Consumers will soon see a new face peering up at them from the United States quarter: Anna May Wong, the glamorous Chinese-American movie star.
When the U.S. Mint begins shipping the new coins on Monday, Wong will become the first Asian American to appear on the country’s currency.
The Mint is featuring the image of her face, resting gently on a manicured hand, on the back of the 25-cent piece as part of the American Women Quarters Program. Launched this year and running through 2025, the initiative honors the achievements of women from a variety of fields, including abolition, government, suffrage, space, science, the humanities and the arts. The Mint is also striving to recognize women from ethnically, racially and geographically diverse backgrounds.
Earlier this year, the Mint released into circulation four other quarters featuring poet and activist Maya Angelou, astronaut Sally Ride, Cherokee Nation chief and activist Wilma Mankiller and suffragist Nina Otero-Warren. Next year’s coins will highlight journalist and activist Jovita Idár, former first lady Eleanor Roosevelt, pilot Bessie Coleman, teacher and composer Edith Kanaka’ole and ballerina Maria Tallchief.
George Washington’s likeness appears on the other side of the American Women Quarters coins—and it, too, has special significance. Artist Laura Gardin Fraser originally created the design in 1931 for a competition Congress held in honor of Washington’s 200th birthday. Congress did not select her design in the 1930s, but the Mint held onto it and used it for the 1999 commemorative George Washington gold $5 coin 68 years later.
Born in Los Angeles in 1905, Wong began acting as a teenager during Hollywood’s silent film era. Wong faced racism because of her Chinese heritage: She was underpaid compared to her white co-stars, and directors often asked her to play characters that exaggerated racial and ethnic stereotypes.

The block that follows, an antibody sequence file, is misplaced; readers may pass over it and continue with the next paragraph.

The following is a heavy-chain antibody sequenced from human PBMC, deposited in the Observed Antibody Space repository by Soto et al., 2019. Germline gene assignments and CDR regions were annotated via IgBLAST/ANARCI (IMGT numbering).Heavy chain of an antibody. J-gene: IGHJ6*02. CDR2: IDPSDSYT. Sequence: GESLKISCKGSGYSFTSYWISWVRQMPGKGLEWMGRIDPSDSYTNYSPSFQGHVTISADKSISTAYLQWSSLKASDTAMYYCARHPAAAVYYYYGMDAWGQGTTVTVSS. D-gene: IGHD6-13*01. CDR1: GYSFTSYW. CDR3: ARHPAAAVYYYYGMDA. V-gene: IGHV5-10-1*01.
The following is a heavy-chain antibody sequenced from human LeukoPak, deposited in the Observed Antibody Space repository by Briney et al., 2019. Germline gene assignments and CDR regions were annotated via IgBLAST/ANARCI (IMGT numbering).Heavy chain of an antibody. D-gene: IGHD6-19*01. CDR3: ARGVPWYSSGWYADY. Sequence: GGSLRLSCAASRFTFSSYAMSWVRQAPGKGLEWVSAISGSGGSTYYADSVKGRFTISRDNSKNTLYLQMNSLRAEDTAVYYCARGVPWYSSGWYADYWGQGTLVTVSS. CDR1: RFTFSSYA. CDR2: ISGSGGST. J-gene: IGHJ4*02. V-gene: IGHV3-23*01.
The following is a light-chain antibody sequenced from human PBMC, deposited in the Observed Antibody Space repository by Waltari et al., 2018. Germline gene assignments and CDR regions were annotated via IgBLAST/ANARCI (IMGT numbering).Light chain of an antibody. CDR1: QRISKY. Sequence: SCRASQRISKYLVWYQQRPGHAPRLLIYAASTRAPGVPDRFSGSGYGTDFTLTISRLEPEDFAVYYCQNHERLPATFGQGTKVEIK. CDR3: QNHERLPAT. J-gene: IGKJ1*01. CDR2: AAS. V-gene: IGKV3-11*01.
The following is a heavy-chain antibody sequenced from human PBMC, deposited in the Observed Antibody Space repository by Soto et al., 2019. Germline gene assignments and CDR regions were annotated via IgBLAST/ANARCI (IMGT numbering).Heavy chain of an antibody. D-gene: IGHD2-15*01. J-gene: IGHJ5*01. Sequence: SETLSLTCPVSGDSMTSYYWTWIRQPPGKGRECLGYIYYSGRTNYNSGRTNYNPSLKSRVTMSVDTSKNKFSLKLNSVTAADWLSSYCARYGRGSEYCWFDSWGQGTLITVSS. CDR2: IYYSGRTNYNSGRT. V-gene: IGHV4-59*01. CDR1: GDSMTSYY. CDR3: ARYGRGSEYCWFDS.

In the early 20th century, when Wong was launching her career, white actors regularly wore makeup and clothes to portray Asian characters, a practice known as yellowface. She wanted to be valued as “an actress, a woman with vision and ambition, and an American, all at a time when U.S. society could not imagine a Chines-American woman beyond the limits of racialized and gendered stereotypes of Asian women as exotic and foreign,” says Karen Leong, a gender and Asian Pacific American studies researcher at Arizona State University, to the Washington Post’s Bryan Pietsch.
Fed up with the racism in the U.S. film industry, Wong moved to Europe in 1928 and became a global star, appearing in a variety of German, French and English films. She completed a vaudeville tour around Europe and made a short film about her first and only trip to China. Later, she starred in the television series “The Gallery of Madame Liu-Tsong.”
“I was so tired of the parts I had to play,” Wong told a magazine interviewer in 1933, as reported by the Los Angeles Times. “Why is it that the screen Chinese is nearly always the villain of the piece, and so cruel a villain—murderous, treacherous, a snake in the grass. We are not like that.”
Eventually, Hollywood recognized her talent with a star on the Walk of Fame in 1960. Wong died in 1961, but her determination in the face of adversity continues to inspire “all who want to see images of people of color reflected back to them on screen,” writes Shirley J. Lim, a historian at Stony Brook University who wrote a biography of Wong, for the Conversation.
“Hollywood continually stymied her ambitions,” adds Lim. “And yet out of the ashes of rejection, she persevered.”